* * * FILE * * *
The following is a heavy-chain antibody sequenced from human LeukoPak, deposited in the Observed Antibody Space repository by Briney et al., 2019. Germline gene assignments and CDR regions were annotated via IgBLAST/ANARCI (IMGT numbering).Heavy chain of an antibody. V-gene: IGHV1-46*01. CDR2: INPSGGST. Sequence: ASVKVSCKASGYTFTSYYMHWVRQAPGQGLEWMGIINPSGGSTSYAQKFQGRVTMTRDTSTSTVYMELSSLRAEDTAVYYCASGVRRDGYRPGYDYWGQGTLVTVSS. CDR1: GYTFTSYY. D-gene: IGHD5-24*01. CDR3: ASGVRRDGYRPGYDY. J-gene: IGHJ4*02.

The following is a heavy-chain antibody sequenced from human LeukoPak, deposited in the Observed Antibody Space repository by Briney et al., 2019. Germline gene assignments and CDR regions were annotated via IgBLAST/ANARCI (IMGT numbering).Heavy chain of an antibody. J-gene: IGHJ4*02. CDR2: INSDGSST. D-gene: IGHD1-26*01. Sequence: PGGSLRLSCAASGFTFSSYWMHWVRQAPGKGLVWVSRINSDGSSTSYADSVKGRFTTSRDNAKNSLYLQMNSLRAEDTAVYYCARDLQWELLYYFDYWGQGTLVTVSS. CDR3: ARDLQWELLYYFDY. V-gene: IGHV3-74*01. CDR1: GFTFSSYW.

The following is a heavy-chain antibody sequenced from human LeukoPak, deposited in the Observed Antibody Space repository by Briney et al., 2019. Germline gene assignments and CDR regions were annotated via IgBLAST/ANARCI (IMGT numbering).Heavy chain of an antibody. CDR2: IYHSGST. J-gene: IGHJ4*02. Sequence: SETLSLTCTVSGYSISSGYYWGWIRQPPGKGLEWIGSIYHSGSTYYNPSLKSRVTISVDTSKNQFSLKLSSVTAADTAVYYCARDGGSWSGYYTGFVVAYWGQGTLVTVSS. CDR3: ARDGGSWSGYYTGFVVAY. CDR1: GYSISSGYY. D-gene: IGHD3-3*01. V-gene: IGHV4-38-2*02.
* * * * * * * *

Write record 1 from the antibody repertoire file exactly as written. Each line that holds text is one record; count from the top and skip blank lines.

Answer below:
The following is a heavy-chain antibody sequenced from human LeukoPak, deposited in the Observed Antibody Space repository by Briney et al., 2019. Germline gene assignments and CDR regions were annotated via IgBLAST/ANARCI (IMGT numbering).Heavy chain of an antibody. V-gene: IGHV1-46*01. CDR2: INPSGGST. Sequence: ASVKVSCKASGYTFTSYYMHWVRQAPGQGLEWMGIINPSGGSTSYAQKFQGRVTMTRDTSTSTVYMELSSLRAEDTAVYYCASGVRRDGYRPGYDYWGQGTLVTVSS. CDR1: GYTFTSYY. D-gene: IGHD5-24*01. CDR3: ASGVRRDGYRPGYDY. J-gene: IGHJ4*02.